How to Take Advantage of Boredom, the Secret Ingredient of Creativity


Pierre-August Renoir, La Tasse de choco­lat

Last year we told you about the impor­tance of messy desks and walk­ing to cre­ativ­i­ty. This year, the time has come to real­ize how much cre­ativ­i­ty also depends on bore­dom. In a sense, of course, humankind has utter­ly van­quished bore­dom, what with our mod­ern tech­nolo­gies — com­put­ers, high-speed inter­net, smart­phones — that make pos­si­ble sources of rich and fre­quent stim­u­la­tion such as, well, this very site. But what if we need a lit­tle bore­dom? What if bore­dom, that state we 21st-cen­tu­ry first-worlders wor­ry about avoid­ing more than any oth­er, actu­al­ly helps us cre­ate?

Even if we feel no bore­dom in our free time, sure­ly we still endure the occa­sion­al bout of it at work. “Admit­ting that bore­dom to cowork­ers or man­agers is like­ly some­thing few of us have ever done,” writes the Har­vard Busi­ness Review’s David Burkus. “It turns out, how­ev­er, that a cer­tain lev­el of bore­dom might actu­al­ly enhance the cre­ative qual­i­ty of our work.”

He cites a well-known sci­en­tif­ic exper­i­ment which found that vol­un­teers did bet­ter at a cre­ative task (like find­ing dif­fer­ent uses for a pair of plas­tic cups) when first sub­ject­ed to a bor­ing one (like copy­ing num­bers out of the phone book) which “height­ens the ‘day­dream­ing effect’ on cre­ativ­i­ty — the more pas­sive the bore­dom, the more like­ly the day­dream­ing and the more cre­ative you could be after­ward.”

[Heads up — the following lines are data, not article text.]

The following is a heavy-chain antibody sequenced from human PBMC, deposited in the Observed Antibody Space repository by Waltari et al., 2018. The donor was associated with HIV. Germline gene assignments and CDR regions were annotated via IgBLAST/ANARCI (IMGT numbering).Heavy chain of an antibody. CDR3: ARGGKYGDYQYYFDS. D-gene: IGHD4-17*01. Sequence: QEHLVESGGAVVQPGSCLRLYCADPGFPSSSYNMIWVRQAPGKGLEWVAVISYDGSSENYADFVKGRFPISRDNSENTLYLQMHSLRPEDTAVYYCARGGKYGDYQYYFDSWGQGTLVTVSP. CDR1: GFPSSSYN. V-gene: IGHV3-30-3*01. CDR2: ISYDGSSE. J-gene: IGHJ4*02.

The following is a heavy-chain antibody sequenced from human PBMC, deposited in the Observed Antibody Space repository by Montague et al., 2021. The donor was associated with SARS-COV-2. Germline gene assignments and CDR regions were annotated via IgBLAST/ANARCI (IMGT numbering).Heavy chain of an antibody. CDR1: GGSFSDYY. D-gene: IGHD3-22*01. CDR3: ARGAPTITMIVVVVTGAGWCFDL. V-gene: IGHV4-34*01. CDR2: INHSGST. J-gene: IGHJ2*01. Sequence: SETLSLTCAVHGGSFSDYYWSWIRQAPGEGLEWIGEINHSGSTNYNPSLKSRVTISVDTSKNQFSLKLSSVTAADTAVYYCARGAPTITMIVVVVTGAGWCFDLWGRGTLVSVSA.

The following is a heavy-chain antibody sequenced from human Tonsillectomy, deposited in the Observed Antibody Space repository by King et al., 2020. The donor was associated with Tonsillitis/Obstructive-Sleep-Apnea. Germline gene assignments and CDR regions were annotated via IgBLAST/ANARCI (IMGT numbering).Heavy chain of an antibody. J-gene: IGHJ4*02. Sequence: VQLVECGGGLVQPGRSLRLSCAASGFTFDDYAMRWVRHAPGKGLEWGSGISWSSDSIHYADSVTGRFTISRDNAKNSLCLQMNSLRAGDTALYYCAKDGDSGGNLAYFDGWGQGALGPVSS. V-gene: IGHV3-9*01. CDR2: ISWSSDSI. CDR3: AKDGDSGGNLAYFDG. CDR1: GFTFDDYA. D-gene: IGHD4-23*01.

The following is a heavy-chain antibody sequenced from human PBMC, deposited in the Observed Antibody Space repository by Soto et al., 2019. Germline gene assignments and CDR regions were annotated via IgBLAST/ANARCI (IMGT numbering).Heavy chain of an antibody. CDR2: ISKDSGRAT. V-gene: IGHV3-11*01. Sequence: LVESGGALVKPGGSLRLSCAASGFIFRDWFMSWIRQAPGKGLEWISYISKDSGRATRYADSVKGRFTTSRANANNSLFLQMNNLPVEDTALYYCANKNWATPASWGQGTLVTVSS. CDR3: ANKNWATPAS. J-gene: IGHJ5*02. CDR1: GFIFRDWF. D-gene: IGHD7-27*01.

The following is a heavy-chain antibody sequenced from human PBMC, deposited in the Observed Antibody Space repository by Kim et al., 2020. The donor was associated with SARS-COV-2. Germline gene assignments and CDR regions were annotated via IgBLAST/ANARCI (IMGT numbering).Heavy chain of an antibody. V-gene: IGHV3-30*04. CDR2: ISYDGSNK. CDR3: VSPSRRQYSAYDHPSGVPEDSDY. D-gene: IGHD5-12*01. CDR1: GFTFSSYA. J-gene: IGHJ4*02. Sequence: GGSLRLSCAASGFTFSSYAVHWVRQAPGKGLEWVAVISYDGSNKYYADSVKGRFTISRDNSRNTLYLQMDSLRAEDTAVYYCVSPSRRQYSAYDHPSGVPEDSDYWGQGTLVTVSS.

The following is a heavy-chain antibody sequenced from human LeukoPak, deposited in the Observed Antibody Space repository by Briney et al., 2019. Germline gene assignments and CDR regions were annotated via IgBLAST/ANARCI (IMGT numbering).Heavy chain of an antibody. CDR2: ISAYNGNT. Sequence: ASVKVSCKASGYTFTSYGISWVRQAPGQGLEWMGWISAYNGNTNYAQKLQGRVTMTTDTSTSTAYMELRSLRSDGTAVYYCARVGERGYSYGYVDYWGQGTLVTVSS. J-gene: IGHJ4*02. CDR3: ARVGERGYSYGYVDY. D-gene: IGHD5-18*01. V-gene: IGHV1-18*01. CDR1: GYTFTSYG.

Burkus also refers to anoth­er paper doc­u­ment­ing the per­for­mance of dif­fer­ent sub­jects on word-asso­ci­a­tion tests after watch­ing dif­fer­ent video clips, one of them delib­er­ate­ly bor­ing. Who came up with the most cre­ative asso­ci­a­tions? You guessed it: those who watched the bor­ing video first. Bore­dom, the exper­i­menters sug­gest, “moti­vates peo­ple to approach new and reward­ing activ­i­ties. In oth­er words, an idle mind will seek a toy. (Any­one who has tak­en a long car ride with a young child has sure­ly expe­ri­enced some ver­sion of this phe­nom­e­non.)”

Writ­ing about those same exper­i­ments, Fast Com­pa­ny’s Vivian Giang quotes researcher Andreas Elpi­dorou of the Uni­ver­si­ty of Louisville as claim­ing that “bore­dom helps to restore the per­cep­tion that one’s activ­i­ties are mean­ing­ful or sig­nif­i­cant.” He describes it as a “reg­u­la­to­ry state that keeps one in line with one’s projects. In the absence of bore­dom, one would remain trapped in unful­fill­ing sit­u­a­tions, and miss out on many emo­tion­al­ly, cog­ni­tive­ly, and social­ly reward­ing expe­ri­ences. Bore­dom is both a warn­ing that we are not doing what we want to be doing and a ‘push’ that moti­vates us to switch goals and projects.”

“Bore­dom is a fas­ci­nat­ing emo­tion because it is seen as so neg­a­tive yet it is such a moti­vat­ing force,” says Dr. San­di Mann of the Uni­ver­si­ty of Cen­tral Lan­cashire, one of the mas­ter­minds of the exper­i­ments with the phone book and the plas­tic cups, quot­ed by Tele­graph sci­ence edi­tor Sarah Knap­ton“Being bored is not the bad thing every­one makes it out to be. It is good to be bored some­times! I think up so many ideas when I am com­mut­ing to and from work – this would be dead time, but thanks to the bore­dom it induces, I come up with all sorts of projects.” (This also man­i­fests in her par­ent­ing: “I am quite hap­py when my kids whine that they are bored,” she said: “Find­ing ways to amuse them­selves is an impor­tant skill.”)


“Near­ly the Week­end,” by David Feltkamp. Cre­ative Com­mons image